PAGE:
In addition to higher pay for teachers and support staff, the union is asking that more money be spent on special education services for students and on a program that allows classroom assistants to continue their education and become lead teachers. The union also argues that Acero’s class sizes — up to 32 students at every grade level — are too high.
Acero says the comparatively large class sizes allow it to serve more families, noting that many of the network’s schools have wait lists. It acknowledges that its teachers, who earn an average salary of $65,000 per year, are making less than their peers in traditional schools, but says that is because of inadequate funding from the state. Mr. Rodriguez earns a salary that is competitive given his duties managing the network’s facilities and real estate, it added.
Helena Stangle, a spokeswoman for Acero, said that after the network’s teachers unionized in 2013, management has repeatedly agreed to reduce hours and shorten the work year for teachers, but that to do so any further would erode what makes the schools attractive to parents.
“The focus of the discussion today is maintaining our own identity as a network of schools,” she said. The promise of an extended school day and year is “a real differentiator and important to our families.”
The strike comes shortly after a midterm election in which a burst of progressive Democratic energy led to defeats for charter school advocatesin Illinois and other states.
That teachers in a charter network were able to organize, let alone walk out of their classrooms en masse, is notable given the history and aims of charter schools.
Only about 11 percent of the nation’s 7,000 charter schools are unionized, according to the National Alliance for Public Charter Schools.
Although the union leader Al Shanker helped popularize the concept of charter schools in the 1980s, intending them as laboratories for educational innovation, he became a fierce critic when reformers began using charter laws to open nonunion schools. The reformers hoped that student performance would improve outside the bureaucratic constraints of contract work rules, and that underperforming teachers could be fired more easily. Results in the charter sector have been mixed. At Acero schools, a quarter of students met standards on state exams in 2016, the same percentage who met standards in the Chicago district schools, according to a report from the Illinois State Board of Education.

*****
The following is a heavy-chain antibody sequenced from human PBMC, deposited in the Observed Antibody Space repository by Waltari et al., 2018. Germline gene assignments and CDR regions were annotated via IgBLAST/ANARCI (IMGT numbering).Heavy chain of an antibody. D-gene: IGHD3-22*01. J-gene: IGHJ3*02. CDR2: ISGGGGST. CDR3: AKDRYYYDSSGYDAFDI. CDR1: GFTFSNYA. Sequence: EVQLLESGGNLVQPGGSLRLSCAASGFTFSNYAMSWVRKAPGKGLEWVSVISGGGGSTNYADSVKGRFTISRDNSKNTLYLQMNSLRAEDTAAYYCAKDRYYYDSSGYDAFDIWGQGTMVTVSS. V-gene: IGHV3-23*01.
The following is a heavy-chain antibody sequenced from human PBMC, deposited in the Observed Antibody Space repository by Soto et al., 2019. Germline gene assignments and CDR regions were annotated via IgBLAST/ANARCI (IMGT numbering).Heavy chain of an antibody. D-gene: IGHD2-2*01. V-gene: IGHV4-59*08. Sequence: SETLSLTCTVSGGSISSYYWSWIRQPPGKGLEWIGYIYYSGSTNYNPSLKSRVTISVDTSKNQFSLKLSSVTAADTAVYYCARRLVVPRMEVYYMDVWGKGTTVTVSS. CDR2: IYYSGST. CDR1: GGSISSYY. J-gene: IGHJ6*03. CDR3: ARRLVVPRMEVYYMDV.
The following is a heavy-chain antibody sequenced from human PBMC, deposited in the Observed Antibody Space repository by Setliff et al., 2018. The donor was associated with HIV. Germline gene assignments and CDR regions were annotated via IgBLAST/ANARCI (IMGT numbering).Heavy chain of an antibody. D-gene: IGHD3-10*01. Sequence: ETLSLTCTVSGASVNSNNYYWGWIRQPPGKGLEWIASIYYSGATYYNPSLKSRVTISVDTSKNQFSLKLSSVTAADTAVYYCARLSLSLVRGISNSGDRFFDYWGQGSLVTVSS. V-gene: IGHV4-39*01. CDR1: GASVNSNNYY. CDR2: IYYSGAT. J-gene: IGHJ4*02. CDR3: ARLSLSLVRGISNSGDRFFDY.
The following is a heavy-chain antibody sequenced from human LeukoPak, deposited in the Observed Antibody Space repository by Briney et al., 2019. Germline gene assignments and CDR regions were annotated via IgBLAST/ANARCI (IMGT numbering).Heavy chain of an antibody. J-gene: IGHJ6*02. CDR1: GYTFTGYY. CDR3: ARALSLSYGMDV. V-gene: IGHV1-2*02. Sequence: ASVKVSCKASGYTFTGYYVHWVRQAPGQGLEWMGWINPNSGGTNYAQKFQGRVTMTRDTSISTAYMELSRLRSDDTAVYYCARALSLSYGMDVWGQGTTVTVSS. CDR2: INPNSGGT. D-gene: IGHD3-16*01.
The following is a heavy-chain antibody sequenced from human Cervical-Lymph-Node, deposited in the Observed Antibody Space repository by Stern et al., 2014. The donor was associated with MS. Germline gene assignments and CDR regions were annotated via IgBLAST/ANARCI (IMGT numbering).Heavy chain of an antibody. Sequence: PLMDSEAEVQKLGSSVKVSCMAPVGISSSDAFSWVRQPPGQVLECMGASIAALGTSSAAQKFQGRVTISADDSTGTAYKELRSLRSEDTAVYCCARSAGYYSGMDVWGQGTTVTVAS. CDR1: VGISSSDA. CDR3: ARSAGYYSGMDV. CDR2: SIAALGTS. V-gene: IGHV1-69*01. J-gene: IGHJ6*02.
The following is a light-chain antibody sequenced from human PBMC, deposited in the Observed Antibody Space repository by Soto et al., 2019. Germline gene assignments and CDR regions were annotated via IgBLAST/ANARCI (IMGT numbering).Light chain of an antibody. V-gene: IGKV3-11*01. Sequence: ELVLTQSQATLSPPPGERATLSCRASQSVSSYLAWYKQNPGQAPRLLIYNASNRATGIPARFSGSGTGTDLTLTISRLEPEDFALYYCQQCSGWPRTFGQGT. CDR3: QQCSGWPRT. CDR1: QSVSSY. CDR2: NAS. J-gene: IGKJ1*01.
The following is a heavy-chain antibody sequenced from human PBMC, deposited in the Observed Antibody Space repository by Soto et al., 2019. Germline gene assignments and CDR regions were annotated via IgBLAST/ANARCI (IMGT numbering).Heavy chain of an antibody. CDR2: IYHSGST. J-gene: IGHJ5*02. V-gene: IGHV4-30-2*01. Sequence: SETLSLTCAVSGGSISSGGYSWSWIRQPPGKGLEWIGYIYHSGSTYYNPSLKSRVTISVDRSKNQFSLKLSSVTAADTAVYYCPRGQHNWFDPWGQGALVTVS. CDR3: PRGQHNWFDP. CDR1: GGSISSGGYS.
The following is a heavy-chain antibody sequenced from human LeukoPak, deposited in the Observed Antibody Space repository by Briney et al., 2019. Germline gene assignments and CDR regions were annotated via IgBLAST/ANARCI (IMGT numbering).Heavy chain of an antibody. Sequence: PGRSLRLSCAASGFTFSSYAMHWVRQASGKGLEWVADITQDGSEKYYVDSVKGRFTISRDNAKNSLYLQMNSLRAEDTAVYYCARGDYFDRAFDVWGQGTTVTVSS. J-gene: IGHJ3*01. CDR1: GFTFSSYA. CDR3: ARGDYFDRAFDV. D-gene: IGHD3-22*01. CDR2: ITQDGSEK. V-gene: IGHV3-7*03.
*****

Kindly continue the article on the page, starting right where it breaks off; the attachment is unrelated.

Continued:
As the national charter sector grew rapidly, now serving over 3 million children, it developed a complicated relationship with organized labor. Union leaders accused charters of leeching students and funding from traditional public schools, and tended to oppose the expansion of the sector. But the unions also sought to organize charter schoolteachers and, in some cases, even opened their own charter schools.
When it comes to organizing the charter sector, unions “have goals that are in some ways in contradiction” to one another, said Daniel DiSalvo, a professor of political science at the City University of New York and a fellow at the Manhattan Institute. “They want to win better things for the individual teachers, but fight back against the system they’re participating in.”
When teachers and support staff at Acero, formerly known as the UNO Charter School Network, unionized five years ago, the nonprofit that ran the schools was being investigated by state officials, and was later charged by the Securities and Exchange Commission with fraud.
The schools were originally tied to the United Neighborhood Organization, a Latino advocacy group, and were known for their English-only language immersion instruction for students from immigrant families. More recently, the network, under new management, has embraced a broader array of teaching strategies, including bilingual education in Spanish and English. Over 90 percent of the students are Latino, and the union has demanded that the network move more quickly to diversify its instructional staff, which is currently 63 percent white and 23 percent Latino, according to data from Acero.
Early this year, the union that represented teachers at Acero and other Chicago charter schools merged with the Chicago Teachers Union. Chicago was the birthplace of the teachers’ union movement in the late 19th century, and has often been a hotbed of educator activism. The Chicago Teachers Union last went on strike in 2012, when it pushed back against the school reform agenda of Mayor Rahm Emanuel, a strong supporter of charter schools.
“This activism is contagious,” said Randi Weingarten, president of the American Federation of Teachers, the national affiliate of the Chicago union. After “a couple of decades of being the shiny new object,” she said, the charter school movement is experiencing an adolescence.
“They are now in a different generation,” she added. “They’re going through growing pains, and what you’re seeing in a bunch of the different charter schools is that teachers are saying we want to make a career helping kids in this structure, but we need to have the conditions kids need and the pay we need.”